Quote by Christopher Hitchens

Even in former days, Korea was known as the 'hermit kingdom' for its stubborn resistance to outsiders. And if you wanted to create a totally isolated and hermetic society, northern Korea in the years after the 1953 'armistice' would have been the place to start. It was bounded on two sides by the sea, and to the south by the impregnable and uncrossable DMZ, which divided it from South Korea. Its northern frontier consisted of a long stretch of China and a short stretch of Siberia; in other words its only contiguous neighbors were Mao and Stalin. (The next-nearest neighbor was Japan, historic enemy of the Koreans and the cruel colonial occupier until 1945.) Add to that the fact that almost every work of man had been reduced to shards by the Korean War. Air-force general Curtis LeMay later boasted that 'we burned down town in North Korea,' and that he grounded his bombers only when there were no more targets to hit anywhere north of the 38th parallel. Pyongyang was an ashen moonscape. It was Year Zero. Kim Il Sung could create a laboratory, with controlled conditions, where he alone would be the engineer of the human soul.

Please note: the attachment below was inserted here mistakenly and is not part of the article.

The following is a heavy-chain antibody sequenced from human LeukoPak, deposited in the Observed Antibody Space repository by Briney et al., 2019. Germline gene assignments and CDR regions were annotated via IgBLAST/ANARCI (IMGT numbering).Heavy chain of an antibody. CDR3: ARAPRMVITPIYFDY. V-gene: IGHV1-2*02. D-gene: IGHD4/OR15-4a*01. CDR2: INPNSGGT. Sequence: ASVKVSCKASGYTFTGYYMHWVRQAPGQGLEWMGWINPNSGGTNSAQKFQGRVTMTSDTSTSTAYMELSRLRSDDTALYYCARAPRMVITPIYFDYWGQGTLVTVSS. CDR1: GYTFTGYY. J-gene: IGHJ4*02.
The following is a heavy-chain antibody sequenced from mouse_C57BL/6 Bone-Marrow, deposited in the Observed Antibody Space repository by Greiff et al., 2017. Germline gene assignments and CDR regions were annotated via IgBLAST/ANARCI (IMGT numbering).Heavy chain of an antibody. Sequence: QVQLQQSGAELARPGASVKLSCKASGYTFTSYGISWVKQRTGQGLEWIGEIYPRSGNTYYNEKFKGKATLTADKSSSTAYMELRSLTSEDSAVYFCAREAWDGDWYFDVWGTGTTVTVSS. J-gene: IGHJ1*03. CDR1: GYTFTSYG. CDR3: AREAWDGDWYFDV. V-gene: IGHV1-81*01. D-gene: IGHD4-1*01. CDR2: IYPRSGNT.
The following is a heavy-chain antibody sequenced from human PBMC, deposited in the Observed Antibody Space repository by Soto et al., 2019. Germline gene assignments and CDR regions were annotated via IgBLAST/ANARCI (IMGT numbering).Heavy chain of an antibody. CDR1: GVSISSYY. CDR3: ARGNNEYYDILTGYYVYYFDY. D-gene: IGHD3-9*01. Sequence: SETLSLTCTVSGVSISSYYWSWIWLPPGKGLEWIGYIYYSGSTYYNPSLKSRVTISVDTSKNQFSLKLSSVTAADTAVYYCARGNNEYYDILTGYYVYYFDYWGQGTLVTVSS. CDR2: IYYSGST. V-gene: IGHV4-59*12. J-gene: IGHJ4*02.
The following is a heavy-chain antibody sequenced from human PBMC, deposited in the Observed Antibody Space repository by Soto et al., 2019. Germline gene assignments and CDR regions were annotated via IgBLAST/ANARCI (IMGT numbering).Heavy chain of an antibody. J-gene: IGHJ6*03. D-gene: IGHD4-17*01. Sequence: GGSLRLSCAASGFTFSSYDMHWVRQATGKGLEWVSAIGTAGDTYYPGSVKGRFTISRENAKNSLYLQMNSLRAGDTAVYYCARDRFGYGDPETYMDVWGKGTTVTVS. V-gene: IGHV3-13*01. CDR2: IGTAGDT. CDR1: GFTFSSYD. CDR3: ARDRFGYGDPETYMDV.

Even in former days, Korea was known as the 'hermit kingdom'


This quote explains the historical isolation of North Korea, particularly after the Korean War and the armistice in 1953. Describing the country as a "hermit kingdom," the quote highlights how North Korea was geographically bounded by the sea, the impregnable DMZ, and China and Russia as its primary neighbors. Furthermore, it emphasizes the devastating impact of the Korean War, with General Curtis LeMay's claim that much of North Korea was destroyed, leaving Pyongyang in ruins. This desolation served as the foundation for Kim Il Sung to cultivate a controlled, isolated society where he wielded complete control over the people's lives and beliefs.

By Christopher Hitchens
Liked the quote? Share it with your friends.

Random Quotations